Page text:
How else would anyone explain in reasonable language that a painting sold for some $450.0 million at a Christie’s auction in November? True, the painting was Leonardo da Vinci’s “Salvator Mundi,” but it broke a previous record of $300.0 million for a painting. This is indicative less of confidence and more of irrationality. Realistically, how much more would Leonardo’s painting fetch the next time it goes on sale? What if it’s false?
No economic period has proven to be impervious to risk or cycles. The markets have experienced one of the longest favorable streaks ever. Common sense urges us to consider that a correction is inevitable. After all, the markets themselves are demanding it. Many, however, are thinking that the next correction could easily turn into a financial disaster.
As for the U.S. dollar, there are gloomy signs on that front as well. China, which owns one of the highest amounts of U.S. debt, has revised the U.S. credit rating downward. While everyone was rightly worried about the crash of Bitcoin in mid-January, Dagong Global Credit Rating Co., Ltd cut its U.S. rating from A- to BBB+. The Chinese have also expressed a negative outlook for the foreign currency rating of the United States. (Source: “Chinese agency Dagong cuts U.S. sovereign ratings to BBB+ from A-,” Reuters, January 16, 2018.)
What prompted this? U.S. debt. Evidently, the Chinese have not bought the theory that lower taxes will translate to faster economic growth. Rather, the feeling is that both risk and debt will be higher. The Chinese have expressed in no uncertain terms that they expect the dollar to go down in value. Rather than the drop being related to a deliberate effort from the White House to support U.S. exports, China’s reasoning comes from these concerns: excessive debt, financial deficit, and economic outlook.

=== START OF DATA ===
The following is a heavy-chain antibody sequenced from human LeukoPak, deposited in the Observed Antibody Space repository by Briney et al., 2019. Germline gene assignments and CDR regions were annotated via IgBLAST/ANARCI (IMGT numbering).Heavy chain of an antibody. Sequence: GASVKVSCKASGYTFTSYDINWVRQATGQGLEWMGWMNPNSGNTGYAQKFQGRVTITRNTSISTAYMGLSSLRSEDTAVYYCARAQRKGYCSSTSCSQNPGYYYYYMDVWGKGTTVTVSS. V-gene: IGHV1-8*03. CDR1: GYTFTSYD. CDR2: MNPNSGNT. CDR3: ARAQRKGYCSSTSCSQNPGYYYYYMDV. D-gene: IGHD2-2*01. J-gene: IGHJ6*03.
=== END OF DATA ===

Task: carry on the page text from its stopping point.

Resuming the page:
How High Will Gold Go in 2018?
Trump and his Secretary of Treasury, Steven Mnuchin, are speaking from both sides of their mouths on the dollar. They are contradicting each other. There’s one thing that isn’t contradictory. The already weak dollar has been falling for over a year and the descent is getting steeper.
The EUR to USD exchange rate is one of the best barometers for the dollar. In December 2016, parity was within a few cents’ reach, at about $1.05 per euro. Now, the same exchange is at $1.25! Is it any wonder that the price of gold per ounce has gained about $100.00 in little over a month?
The last gold peak was in 2011 ($1,900/ounce) when all metals and commodities were peaking. Now that the dollar continues to remain low amid an unclear policy, overall confidence in the U.S. economy will spread beyond China. It will be a domino effect The acceleration of gold prices, after a period of coming to terms with reality, will proceed.
The gold price forecast for the next three months should maintain the present momentum, remaining at the $1,350-$1,400 mark. But you never know, the prospects for a bigger price increase to $1,600 or higher are already in place, given that we are looking at a possible U.S. dollar collapse.